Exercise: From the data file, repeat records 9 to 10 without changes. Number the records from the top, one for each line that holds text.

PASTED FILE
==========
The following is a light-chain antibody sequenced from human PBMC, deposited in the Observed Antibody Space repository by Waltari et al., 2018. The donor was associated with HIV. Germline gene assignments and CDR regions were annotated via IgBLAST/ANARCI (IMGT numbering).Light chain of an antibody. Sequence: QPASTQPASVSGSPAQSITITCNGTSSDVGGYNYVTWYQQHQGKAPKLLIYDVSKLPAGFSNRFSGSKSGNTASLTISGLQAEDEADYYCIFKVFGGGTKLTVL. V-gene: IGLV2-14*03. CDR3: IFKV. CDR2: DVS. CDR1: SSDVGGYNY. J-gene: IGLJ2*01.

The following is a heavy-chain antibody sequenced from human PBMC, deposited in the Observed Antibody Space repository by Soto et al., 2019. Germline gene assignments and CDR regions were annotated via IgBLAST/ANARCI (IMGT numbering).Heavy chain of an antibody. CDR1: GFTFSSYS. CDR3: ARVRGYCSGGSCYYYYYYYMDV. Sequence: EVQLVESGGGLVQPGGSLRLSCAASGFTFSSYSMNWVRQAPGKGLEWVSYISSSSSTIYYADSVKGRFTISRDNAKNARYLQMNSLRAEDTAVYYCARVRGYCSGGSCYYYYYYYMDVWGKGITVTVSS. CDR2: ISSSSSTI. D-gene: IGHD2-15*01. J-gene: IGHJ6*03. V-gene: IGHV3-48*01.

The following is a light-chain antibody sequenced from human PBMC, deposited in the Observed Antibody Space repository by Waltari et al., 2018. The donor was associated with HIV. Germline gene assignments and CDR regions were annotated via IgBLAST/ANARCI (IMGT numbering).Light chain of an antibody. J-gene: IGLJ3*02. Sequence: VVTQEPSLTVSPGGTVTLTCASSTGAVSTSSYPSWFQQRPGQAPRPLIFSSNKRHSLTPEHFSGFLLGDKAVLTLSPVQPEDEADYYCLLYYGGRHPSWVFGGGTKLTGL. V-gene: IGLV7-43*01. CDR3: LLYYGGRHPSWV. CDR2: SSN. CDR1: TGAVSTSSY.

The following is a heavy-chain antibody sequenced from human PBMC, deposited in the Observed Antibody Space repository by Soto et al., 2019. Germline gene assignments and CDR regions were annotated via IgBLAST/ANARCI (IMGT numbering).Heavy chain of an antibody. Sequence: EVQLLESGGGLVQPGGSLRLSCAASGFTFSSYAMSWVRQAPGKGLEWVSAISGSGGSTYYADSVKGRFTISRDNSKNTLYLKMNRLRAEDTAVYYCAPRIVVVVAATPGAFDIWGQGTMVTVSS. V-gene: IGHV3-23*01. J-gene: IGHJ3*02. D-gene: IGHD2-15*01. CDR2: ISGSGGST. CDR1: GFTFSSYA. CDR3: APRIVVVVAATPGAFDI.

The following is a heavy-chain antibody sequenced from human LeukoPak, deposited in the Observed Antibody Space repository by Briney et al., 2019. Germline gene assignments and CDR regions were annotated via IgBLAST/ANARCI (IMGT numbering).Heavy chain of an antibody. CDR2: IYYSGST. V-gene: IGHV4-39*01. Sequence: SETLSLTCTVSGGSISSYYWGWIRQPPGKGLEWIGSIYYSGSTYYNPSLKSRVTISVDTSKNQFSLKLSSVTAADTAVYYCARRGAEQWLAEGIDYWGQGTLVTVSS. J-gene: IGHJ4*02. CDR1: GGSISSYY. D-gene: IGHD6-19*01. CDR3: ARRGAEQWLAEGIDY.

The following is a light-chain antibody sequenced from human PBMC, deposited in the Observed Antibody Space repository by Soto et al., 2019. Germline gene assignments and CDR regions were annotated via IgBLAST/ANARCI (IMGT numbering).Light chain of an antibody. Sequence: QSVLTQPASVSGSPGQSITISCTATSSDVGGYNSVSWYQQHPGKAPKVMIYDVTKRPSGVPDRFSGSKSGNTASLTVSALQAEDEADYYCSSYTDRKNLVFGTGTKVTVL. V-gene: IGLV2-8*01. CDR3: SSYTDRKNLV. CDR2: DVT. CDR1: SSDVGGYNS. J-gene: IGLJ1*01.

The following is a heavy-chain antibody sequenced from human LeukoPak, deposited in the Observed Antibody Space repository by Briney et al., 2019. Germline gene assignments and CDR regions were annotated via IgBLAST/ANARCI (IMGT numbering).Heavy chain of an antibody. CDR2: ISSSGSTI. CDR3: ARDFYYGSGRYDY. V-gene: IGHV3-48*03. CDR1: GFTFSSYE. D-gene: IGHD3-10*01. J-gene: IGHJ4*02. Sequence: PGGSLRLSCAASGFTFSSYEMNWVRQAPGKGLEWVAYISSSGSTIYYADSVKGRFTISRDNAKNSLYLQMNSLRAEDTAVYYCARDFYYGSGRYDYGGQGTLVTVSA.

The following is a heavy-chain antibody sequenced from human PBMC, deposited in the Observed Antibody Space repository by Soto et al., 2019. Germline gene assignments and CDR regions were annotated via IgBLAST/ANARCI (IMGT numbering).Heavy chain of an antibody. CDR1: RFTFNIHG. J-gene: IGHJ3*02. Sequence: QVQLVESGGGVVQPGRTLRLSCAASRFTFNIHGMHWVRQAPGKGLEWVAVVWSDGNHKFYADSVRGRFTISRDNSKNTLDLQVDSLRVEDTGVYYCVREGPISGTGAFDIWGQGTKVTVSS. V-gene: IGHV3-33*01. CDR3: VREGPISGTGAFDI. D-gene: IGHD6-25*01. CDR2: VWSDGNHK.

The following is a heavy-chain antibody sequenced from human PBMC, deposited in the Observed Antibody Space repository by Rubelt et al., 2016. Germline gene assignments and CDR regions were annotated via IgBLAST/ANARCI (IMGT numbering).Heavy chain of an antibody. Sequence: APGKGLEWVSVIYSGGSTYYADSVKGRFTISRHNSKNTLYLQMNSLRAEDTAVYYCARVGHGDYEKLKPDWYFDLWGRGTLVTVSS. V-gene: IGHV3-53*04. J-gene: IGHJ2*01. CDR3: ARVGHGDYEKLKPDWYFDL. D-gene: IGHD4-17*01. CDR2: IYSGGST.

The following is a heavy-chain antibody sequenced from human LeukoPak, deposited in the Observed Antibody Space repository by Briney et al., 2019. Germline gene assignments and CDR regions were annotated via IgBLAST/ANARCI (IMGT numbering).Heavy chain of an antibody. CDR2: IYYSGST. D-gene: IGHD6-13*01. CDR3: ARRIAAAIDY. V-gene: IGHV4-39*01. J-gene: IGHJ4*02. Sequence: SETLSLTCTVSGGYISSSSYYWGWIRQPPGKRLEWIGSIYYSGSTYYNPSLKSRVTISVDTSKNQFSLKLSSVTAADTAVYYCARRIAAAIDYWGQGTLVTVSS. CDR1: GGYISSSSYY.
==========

The following is a heavy-chain antibody sequenced from human PBMC, deposited in the Observed Antibody Space repository by Rubelt et al., 2016. Germline gene assignments and CDR regions were annotated via IgBLAST/ANARCI (IMGT numbering).Heavy chain of an antibody. Sequence: APGKGLEWVSVIYSGGSTYYADSVKGRFTISRHNSKNTLYLQMNSLRAEDTAVYYCARVGHGDYEKLKPDWYFDLWGRGTLVTVSS. V-gene: IGHV3-53*04. J-gene: IGHJ2*01. CDR3: ARVGHGDYEKLKPDWYFDL. D-gene: IGHD4-17*01. CDR2: IYSGGST.

The following is a heavy-chain antibody sequenced from human LeukoPak, deposited in the Observed Antibody Space repository by Briney et al., 2019. Germline gene assignments and CDR regions were annotated via IgBLAST/ANARCI (IMGT numbering).Heavy chain of an antibody. CDR2: IYYSGST. D-gene: IGHD6-13*01. CDR3: ARRIAAAIDY. V-gene: IGHV4-39*01. J-gene: IGHJ4*02. Sequence: SETLSLTCTVSGGYISSSSYYWGWIRQPPGKRLEWIGSIYYSGSTYYNPSLKSRVTISVDTSKNQFSLKLSSVTAADTAVYYCARRIAAAIDYWGQGTLVTVSS. CDR1: GGYISSSSYY.